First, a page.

Early study results suggest that kava and valerian may be beneficial to health by reducing the body's reactions during stressful situations and stress induced insomnia. Further research is needed to confirm these results.
TraditionWARNING: DISCLAIMER: The below uses are based on tradition, scientific theories, or limited research. They often have not been thoroughly tested in humans, and safety and effectiveness have not always been proven. Some of these conditions are potentially serious, and should be evaluated by a qualified healthcare provider. There may be other proposed uses that are not listed below.
Addiction, anesthesia, anorexia, antifungal, anti-inflammatory, antipsychotic, aphrodisiac, arthritis, asthma, birth control, bladder inflammation, brain damage, bust enhancement, cancer, colds, depression, diuretic, dizziness, gonorrhea, hemorrhoids, incontinence, indigestion, infections, inflammation (ear), jet lag, joint pain or stiffness, kidney stones, leprosy, menopausal symptoms (hot flashes, sleep disturbances), menstrual disorders, migraine headache, muscle spasms, neuroprotective, pain, parasite infection, premenstrual syndrome (PMS), premenstrual dysphoric disorder (PMDD), protection of brain tissue against ischemic damage, renal colic, respiratory tract infections, rheumatism, seizures, stroke, syphilis, toothache, tuberculosis, urinary tract disorders, uterus inflammation, vaginal prolapse, vaginitis, weight reduction, wound healing.
Adults (18 years and older)
Many doctors recommend starting with a low dose and gradually increasing intake over time. Typical doses range from 50 to 280 milligrams of kava lactones per day at bedtime. Sixty to 120 milligrams of kavapyrones have been taken daily. A dose of 50 to 100 milligrams taken by mouth has been used for up to two months. A dose of 100 milligrams of kava extract (WS 1490) has been taken three times daily. Doses as high as 800 milligrams daily of kava extract have been taken for short periods, but have not been studied over the long term and safety is not clear.
Children (younger than 18 years)
There is not enough scientific evidence to recommend the use of kava in children.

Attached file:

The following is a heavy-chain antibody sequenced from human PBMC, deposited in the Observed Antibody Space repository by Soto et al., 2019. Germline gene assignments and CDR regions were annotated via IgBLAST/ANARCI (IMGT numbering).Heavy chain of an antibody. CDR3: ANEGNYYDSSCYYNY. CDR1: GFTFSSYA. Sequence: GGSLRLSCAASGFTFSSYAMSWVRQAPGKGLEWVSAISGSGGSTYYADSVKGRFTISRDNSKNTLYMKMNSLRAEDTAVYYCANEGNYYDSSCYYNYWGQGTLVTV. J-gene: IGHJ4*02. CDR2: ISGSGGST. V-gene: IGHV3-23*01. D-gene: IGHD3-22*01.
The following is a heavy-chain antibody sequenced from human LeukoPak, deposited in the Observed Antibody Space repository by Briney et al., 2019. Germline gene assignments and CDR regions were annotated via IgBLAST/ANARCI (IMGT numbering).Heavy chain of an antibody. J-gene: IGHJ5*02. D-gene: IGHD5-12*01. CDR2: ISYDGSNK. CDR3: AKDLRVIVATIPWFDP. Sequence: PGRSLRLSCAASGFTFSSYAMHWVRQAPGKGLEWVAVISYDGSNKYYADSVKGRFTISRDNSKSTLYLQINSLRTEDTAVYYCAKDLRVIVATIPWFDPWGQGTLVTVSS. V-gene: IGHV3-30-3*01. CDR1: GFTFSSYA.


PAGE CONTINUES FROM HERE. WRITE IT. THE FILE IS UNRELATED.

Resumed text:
SafetyDISCLAIMER: Many complementary techniques are practiced by healthcare professionals with formal training, in accordance with the standards of national organizations. However, this is not universally the case, and adverse effects are possible. Due to limited research, in some cases only limited safety information is available.
People with allergies to kava or kavapyrones should not take kava. Skin rashes have been reported after taking kava.
Side Effects and Warnings
Until recently, kava was generally thought to be safe: when used in otherwise healthy people not taking any other drugs, herbs, or supplements; over short periods of time (one to two months); and at recommended doses. However, there have been numerous reports of severe liver problems in people using kava. Multiple cases of liver toxicity, including liver failure, have been reported following the use of kava in Europe. The U.S. Food and Drug Administration (FDA) has issued warnings to consumers and physicians and has requested that physicians report cases of liver toxicity that may be related to kava use. Although many natural medicine experts still believe that kava is safe at recommended doses, there is not enough scientific information to make a clear conclusion. Therefore, kava should be used only under the supervision of a qualified healthcare professional, should never be used above recommended doses, and should be avoided by people with liver problems or taking drugs that affect the liver.
Other serious side effects that have been observed with chronic or heavy use of kava include: skin disorders, blood abnormalities, apathy, kidney damage, seizures, psychotic syndromes, and increased blood pressure in the lungs (pulmonary hypertension). Blood in the urine has also been reported.